Medical cannabis is helping thousands of cannabis patients around the world. Cannabinoid therapies are helping people with everything, it seems, from getting a good night’s sleep and feeling less stressed throughout the day to alleviating chronic pain, decreasing inflammation, and much more. In previous articles, we have looked at how cannabis can help with conditions and ailments such as ulcerative colitis, fatigue, inflammatory bowel disease, migraines, Crohn’s disease, arthritis, epilepsy, ADHD, PTSD, and sickle cell anemia. In this article, we will be taking a closer look at how medical cannabis therapies may help patients with multiple sclerosis.

What is Multiple Sclerosis?

Multiple sclerosis is an autoimmune disease caused by nerve damage disrupting communications between the body and the brain. The onset of multiple sclerosis is most prevalent between the ages of 20 and 50 years old, with women being three times more likely to be diagnosed. Multiple sclerosis affects individuals from all ethnic groups, but the highest prevalence is among Caucasians of northern European descent. According to the National Multiple Sclerosis Society, it is estimated that more than 2.3 million people globally live with multiple sclerosis, with nearly half of them residing in the United States.

What are the Symptoms of Multiple Sclerosis?

The symptoms experienced by individual multiple sclerosis patients may drastically vary. However, there are several symptoms that are commonly experienced by all MS patients. These include but are not limited to the following.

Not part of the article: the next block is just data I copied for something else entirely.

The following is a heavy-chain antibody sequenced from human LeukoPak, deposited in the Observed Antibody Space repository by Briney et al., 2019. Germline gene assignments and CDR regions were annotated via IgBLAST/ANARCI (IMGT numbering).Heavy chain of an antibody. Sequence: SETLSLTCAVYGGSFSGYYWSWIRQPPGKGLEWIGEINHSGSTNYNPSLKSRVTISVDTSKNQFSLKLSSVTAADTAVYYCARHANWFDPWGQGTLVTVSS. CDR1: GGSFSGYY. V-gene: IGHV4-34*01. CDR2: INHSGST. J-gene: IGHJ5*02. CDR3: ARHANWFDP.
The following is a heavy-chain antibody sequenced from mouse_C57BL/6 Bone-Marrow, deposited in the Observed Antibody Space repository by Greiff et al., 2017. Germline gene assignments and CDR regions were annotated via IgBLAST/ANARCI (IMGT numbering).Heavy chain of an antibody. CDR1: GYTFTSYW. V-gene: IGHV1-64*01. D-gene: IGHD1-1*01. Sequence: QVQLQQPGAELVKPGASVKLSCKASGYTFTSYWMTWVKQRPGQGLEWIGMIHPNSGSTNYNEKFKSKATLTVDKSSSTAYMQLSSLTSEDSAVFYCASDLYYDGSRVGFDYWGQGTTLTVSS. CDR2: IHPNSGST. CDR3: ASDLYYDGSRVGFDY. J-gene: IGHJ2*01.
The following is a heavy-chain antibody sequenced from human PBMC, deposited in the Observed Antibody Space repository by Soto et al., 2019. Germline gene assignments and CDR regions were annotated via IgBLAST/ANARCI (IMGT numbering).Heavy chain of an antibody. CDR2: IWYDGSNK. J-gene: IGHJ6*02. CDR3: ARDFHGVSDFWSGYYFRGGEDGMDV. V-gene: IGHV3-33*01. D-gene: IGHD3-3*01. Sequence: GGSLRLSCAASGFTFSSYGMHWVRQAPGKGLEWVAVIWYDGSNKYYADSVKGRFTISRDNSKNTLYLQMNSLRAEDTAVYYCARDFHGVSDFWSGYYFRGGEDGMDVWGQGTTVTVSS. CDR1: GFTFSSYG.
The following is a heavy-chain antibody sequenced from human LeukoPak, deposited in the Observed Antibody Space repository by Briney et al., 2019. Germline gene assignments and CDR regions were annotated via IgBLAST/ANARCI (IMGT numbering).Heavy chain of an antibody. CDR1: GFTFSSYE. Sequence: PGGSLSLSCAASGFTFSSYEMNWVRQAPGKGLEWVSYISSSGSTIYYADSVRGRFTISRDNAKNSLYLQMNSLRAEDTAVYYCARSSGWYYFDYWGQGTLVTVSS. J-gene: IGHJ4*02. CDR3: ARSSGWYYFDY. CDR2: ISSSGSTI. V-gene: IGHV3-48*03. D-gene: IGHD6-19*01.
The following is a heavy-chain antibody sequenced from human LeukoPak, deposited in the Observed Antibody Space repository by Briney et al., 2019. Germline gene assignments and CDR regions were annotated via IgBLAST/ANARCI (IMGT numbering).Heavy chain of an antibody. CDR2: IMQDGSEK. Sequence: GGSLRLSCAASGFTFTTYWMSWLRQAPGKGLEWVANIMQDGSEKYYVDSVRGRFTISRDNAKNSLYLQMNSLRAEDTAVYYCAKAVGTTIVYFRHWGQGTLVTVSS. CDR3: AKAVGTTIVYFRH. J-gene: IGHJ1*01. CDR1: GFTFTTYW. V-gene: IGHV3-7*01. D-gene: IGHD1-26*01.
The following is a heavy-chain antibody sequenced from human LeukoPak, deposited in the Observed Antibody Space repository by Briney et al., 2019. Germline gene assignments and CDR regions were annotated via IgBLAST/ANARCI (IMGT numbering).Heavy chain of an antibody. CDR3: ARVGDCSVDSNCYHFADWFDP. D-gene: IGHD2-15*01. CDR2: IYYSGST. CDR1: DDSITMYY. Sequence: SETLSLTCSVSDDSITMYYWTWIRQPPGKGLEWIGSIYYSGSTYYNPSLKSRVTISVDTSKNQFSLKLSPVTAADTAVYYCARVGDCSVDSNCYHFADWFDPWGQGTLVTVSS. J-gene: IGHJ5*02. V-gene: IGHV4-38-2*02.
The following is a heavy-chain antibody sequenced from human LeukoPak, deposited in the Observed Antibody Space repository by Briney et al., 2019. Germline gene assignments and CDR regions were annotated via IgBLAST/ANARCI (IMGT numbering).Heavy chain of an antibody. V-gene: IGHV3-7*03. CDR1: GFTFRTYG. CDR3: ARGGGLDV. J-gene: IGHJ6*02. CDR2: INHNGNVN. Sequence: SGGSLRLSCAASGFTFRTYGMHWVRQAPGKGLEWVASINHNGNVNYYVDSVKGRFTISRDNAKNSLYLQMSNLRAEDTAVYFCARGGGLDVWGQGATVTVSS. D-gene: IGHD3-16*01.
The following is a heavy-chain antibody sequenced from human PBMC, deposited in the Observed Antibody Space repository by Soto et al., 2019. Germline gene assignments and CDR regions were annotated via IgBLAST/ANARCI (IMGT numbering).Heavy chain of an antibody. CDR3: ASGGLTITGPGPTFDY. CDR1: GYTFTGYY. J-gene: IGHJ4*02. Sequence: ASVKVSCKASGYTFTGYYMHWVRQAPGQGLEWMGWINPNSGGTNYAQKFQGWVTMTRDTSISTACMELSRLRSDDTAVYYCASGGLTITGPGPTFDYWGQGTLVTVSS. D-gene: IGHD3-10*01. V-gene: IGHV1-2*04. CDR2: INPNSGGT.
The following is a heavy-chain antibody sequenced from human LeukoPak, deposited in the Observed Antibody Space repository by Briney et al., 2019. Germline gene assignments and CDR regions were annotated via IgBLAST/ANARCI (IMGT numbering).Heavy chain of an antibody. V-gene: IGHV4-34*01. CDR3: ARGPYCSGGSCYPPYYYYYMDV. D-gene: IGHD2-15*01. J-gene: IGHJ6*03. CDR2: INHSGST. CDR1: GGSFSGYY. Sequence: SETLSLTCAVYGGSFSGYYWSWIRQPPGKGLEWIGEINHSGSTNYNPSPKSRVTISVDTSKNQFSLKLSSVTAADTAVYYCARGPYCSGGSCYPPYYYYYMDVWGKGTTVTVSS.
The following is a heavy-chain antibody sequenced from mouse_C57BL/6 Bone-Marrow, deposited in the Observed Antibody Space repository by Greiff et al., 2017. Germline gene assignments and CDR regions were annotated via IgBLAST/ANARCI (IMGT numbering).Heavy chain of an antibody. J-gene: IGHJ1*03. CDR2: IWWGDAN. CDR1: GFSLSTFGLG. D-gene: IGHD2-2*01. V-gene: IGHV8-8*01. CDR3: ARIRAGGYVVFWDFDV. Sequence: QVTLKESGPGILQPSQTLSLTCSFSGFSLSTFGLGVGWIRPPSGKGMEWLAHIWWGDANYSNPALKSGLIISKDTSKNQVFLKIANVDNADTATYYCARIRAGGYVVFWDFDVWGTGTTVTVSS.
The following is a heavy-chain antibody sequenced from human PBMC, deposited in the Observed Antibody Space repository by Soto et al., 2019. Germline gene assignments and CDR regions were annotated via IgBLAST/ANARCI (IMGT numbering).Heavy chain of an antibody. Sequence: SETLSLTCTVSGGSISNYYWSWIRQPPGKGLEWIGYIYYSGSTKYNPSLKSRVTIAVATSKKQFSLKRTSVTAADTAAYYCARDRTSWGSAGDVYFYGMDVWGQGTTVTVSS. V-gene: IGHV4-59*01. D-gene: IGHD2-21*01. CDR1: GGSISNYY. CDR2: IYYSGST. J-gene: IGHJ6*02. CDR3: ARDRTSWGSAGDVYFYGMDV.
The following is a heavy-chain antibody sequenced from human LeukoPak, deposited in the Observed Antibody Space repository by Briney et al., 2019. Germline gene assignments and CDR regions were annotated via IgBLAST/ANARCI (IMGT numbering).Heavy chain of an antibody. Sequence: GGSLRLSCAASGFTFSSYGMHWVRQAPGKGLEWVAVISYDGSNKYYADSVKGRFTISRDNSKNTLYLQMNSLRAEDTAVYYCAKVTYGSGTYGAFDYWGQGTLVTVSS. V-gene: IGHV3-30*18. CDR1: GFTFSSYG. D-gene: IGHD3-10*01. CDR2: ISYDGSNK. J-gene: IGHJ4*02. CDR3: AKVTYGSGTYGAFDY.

• Bladder and/or Bowel Issues
  • Double Vision
  • Extreme Fatigue
  • Complications Balancing
  • Numbness and Tingling in the Face, Arms, and Legs
  • Pain
  • Problems with Concentration
  • Vertigo
  • Weakness

Less commonly, MS patients may experience blindness, seizures, difficulty swallowing, nausea, tremors, hearing loss, breathing problems, and other severe symptoms.

What are the Current Treatments for Multiple Sclerosis?

According to a 2008 study, roughly 80% of multiple sclerosis patients were diagnosed initially when a relapsing form of the disease presented itself through exacerbations. If a high level of these exacerbations occurs during the first year after diagnosis, it is commonly a sign of worse outcomes. Relapses in multiple sclerosis are a result of the occurrence of new white matter lesions on the brain. Primary treatments of exacerbations have been aimed at shortening the duration of the attack allowing for a fuller recovery.

This is typically done through anti-inflammatory agents such as adrenocorticotropic hormone ACTH and steroids. These medications are meant to counteract and prevent inflammation which is the underlying issue that fuels many of the symptoms experienced by multiple sclerosis patients. In addition to anti-inflammatory agents, MS patients will also typically receive a prescription for pain-relieving pharmaceuticals; however, alternative therapies such as acupuncture, massage therapy, daily physical exercise, and chiropractic care are also commonly recommended and implored.

Is Cannabis an Effective Treatment for Multiple Sclerosis?

In addition to these holistic therapies, many multiple sclerosis patients are also embracing medical cannabis therapies. According to a study published in 2017 in the Complementary Therapies in Medicine Journal, it’s estimated that roughly 40% of multiple sclerosis patients utilized medical cannabis. With a quick Google search, you can find many anecdotal stories surrounding the effectiveness of cannabis in treating many of the common symptoms associated with MS. The research we have surrounding cannabinoid therapies and the treatment of MS is also quite promising. Let’s take a look at what the research has shown regarding multiple sclerosis and medical cannabis.